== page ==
Rene Descartes established a modern system of geometry, which described moving matter, and he set forth novel ideas in the field of philosophy. Descartes, born in 1596, earned the nickname "Father of Modern Philosophy," according to authors at Nebraska-Wesleyan University. He broke philosophical ground by discrediting former Aristotelian theories that the foundation for philosophy lay in emotion; rather than senses, Descartes asserted, philosophical explanations were based on science.
Descartes was born into an aristocratic family in France near the turn of the 17th century. He studied the subjects of math, science and philosophy in school, and ultimately introduced novel concepts in all three. After college, Descartes received a law degree from the University of Poiters. Initially, Descartes pursued work in the field of mathematics. His focus on geometry led to the publication of "La Geometrie," an influential work that explored the connections between algebra, geometry and philosophy.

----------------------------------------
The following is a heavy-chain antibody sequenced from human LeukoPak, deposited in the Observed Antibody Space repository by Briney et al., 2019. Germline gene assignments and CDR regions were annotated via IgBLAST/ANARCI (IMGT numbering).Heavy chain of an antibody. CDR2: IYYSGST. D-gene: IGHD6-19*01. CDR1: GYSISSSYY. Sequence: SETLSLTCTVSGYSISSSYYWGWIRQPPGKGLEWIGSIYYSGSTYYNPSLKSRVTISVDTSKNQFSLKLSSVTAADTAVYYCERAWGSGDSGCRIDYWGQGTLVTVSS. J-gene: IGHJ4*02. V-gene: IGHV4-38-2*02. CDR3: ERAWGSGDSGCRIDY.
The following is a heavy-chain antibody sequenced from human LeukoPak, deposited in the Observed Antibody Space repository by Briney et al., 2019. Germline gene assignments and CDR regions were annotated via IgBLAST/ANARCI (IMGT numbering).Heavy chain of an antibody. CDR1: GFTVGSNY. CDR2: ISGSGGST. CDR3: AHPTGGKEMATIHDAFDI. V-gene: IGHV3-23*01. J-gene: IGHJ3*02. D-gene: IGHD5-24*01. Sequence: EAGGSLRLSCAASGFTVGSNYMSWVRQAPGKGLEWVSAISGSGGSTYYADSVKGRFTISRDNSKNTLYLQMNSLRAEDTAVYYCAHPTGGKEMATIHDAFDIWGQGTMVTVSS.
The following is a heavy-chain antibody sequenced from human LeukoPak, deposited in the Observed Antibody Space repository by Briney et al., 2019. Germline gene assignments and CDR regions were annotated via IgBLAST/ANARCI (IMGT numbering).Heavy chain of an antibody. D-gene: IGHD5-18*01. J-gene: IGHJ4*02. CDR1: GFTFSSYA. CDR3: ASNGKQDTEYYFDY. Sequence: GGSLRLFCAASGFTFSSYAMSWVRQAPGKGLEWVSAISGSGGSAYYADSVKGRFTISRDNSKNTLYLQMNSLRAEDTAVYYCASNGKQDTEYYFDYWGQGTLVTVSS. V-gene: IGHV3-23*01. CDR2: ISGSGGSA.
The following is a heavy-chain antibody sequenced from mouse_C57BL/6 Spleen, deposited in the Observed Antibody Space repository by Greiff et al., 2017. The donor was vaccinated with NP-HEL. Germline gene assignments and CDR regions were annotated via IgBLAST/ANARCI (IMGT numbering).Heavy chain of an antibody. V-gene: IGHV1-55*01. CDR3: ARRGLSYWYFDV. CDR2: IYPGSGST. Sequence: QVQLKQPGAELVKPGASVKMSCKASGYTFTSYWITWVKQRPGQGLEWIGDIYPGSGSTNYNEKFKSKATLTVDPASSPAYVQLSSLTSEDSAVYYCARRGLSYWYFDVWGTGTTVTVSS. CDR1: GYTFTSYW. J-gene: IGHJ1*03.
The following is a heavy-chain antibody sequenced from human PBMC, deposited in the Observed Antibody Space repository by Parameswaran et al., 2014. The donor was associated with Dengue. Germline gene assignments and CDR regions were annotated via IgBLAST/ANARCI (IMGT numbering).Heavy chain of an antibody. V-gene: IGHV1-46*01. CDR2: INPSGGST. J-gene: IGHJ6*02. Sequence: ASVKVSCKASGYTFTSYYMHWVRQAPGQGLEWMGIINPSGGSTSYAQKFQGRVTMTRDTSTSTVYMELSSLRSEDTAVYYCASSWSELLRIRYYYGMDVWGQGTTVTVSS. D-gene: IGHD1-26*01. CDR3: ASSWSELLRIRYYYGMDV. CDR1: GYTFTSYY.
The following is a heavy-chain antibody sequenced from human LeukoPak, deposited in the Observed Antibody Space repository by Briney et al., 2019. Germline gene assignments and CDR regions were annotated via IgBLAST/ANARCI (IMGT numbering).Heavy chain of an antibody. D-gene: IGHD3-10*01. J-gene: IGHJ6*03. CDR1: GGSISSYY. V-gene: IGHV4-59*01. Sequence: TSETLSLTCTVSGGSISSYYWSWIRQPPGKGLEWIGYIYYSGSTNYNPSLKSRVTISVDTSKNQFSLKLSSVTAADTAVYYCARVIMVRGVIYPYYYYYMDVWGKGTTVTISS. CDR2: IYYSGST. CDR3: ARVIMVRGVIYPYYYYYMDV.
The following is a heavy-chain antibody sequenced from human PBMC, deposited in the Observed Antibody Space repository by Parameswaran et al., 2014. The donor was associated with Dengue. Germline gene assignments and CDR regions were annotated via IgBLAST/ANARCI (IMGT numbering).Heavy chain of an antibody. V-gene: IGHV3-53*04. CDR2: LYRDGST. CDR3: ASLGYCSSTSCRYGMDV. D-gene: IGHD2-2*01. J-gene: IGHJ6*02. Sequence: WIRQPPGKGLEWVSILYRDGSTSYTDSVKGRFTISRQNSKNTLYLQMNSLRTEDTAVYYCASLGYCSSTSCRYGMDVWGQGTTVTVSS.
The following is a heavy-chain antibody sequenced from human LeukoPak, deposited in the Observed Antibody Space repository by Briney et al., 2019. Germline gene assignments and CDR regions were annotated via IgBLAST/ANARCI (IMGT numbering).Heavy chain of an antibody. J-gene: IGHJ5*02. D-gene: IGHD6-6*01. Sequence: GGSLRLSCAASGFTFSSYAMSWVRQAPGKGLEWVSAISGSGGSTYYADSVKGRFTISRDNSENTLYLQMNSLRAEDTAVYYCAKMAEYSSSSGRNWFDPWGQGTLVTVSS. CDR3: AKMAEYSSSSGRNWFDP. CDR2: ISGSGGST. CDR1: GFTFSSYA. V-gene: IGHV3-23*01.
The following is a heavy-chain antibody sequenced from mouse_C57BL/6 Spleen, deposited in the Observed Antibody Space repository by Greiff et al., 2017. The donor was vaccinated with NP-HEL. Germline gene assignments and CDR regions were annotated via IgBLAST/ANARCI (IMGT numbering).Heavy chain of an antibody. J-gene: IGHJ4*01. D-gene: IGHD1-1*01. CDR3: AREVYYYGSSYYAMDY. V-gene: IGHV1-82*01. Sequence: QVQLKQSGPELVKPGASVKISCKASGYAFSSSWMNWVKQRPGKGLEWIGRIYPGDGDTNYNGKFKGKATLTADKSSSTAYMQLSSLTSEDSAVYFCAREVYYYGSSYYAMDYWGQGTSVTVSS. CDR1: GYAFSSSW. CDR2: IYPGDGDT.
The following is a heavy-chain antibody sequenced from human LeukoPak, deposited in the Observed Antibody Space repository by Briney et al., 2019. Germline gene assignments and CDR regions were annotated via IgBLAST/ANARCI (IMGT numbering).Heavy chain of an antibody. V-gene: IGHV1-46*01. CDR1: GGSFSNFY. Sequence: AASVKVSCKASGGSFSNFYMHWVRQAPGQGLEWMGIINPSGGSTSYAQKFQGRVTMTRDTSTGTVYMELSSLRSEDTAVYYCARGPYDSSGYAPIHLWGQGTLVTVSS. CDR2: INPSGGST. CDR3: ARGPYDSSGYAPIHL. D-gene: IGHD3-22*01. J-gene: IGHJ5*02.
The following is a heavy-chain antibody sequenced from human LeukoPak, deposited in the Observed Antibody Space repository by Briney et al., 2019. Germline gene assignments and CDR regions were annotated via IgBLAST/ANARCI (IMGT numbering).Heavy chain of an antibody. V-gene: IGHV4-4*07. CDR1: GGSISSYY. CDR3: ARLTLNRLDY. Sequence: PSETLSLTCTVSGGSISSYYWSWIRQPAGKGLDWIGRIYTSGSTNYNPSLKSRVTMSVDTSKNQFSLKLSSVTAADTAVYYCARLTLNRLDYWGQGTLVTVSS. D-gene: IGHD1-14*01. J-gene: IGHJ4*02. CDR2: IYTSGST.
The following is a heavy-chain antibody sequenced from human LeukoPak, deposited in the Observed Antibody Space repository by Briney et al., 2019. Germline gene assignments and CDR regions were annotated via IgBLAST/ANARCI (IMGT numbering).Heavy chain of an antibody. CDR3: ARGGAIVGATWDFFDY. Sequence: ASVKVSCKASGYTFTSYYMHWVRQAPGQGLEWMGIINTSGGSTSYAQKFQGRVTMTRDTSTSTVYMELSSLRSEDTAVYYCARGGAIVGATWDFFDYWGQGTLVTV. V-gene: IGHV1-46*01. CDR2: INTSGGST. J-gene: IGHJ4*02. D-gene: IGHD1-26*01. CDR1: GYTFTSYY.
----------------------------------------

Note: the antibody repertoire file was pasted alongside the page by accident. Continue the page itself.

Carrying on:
In 1619, a series of dreams sparked his transition to science, note authors at the Nebraska-Wesleyan University. Descartes studied motion, ultimately showing the movement of matter. He generated novel thoughts on inertia and the movement of elements on Earth and in the atmosphere.
Descartes introduced the phrase "I think, therefore I am," which explores the connection between thought and rationale, and later tackled the philosophical concept of the substantive human mind.